Trials for International Crimes in Asia

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Kirsten Sellars
Cambridge University Press, Oct 22, 2015 - Law - 372 pages
The issue of international crimes is highly topical in Asia, with still-resonant claims against the Japanese for war crimes, and deep schisms resulting from crimes in Bangladesh, Cambodia, and East Timor. Over the years, the region has hosted a succession of tribunals, from those held in Manila, Singapore and Tokyo after the Asia-Pacific War to those currently running in Dhaka and Phnom Penh. This book draws on extensive new research and offers the first comprehensive legal appraisal of the Asian trials. As well as the famous tribunals, it also considers lesser-known examples, such as the Dutch and Soviet trials of the Japanese, the Cambodian trial of the Khmer Rouge, and the Indonesian trials of their own military personnel. It focuses on their approach to the elements of international crimes, and their contribution to general theories of liability. In the process, this book challenges some orthodoxies about the development of international criminal law.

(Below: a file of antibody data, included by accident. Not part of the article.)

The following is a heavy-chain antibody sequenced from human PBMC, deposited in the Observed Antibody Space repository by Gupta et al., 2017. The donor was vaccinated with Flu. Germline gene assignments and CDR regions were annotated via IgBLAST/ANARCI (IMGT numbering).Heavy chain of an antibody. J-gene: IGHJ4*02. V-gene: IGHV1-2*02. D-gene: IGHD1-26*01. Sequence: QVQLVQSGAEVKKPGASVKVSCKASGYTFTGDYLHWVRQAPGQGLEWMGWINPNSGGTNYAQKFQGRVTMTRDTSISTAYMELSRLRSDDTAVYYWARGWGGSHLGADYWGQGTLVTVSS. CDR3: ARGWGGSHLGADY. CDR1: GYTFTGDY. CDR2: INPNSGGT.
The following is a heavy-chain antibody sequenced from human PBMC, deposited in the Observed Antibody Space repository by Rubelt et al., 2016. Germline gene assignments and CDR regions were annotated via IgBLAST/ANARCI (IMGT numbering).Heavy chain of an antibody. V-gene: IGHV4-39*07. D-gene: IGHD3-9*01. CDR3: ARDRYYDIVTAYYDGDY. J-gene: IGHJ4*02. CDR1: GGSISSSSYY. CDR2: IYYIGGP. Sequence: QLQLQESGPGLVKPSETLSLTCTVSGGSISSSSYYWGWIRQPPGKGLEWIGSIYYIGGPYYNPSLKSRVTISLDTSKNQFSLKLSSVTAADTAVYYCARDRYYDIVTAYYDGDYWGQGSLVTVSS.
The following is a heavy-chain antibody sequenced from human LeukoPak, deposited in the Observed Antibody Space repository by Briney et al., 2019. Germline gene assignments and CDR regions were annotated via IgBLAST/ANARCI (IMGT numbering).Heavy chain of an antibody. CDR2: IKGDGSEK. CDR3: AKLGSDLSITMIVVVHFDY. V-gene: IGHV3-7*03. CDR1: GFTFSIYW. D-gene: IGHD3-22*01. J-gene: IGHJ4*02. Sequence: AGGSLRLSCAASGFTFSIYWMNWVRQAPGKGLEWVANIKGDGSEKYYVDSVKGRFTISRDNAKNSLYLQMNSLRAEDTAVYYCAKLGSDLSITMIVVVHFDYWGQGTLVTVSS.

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List of contributors
command responsibility the Tokyo
Colonial justice in the Netherlands Indies war crimes
The superior orders defence at the postwar trials
the Soviet riposte to the Tokyo

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About the author (2015)

Kirsten Sellars is Assistant Professor in the Faculty of Law at the Chinese University of Hong Kong.

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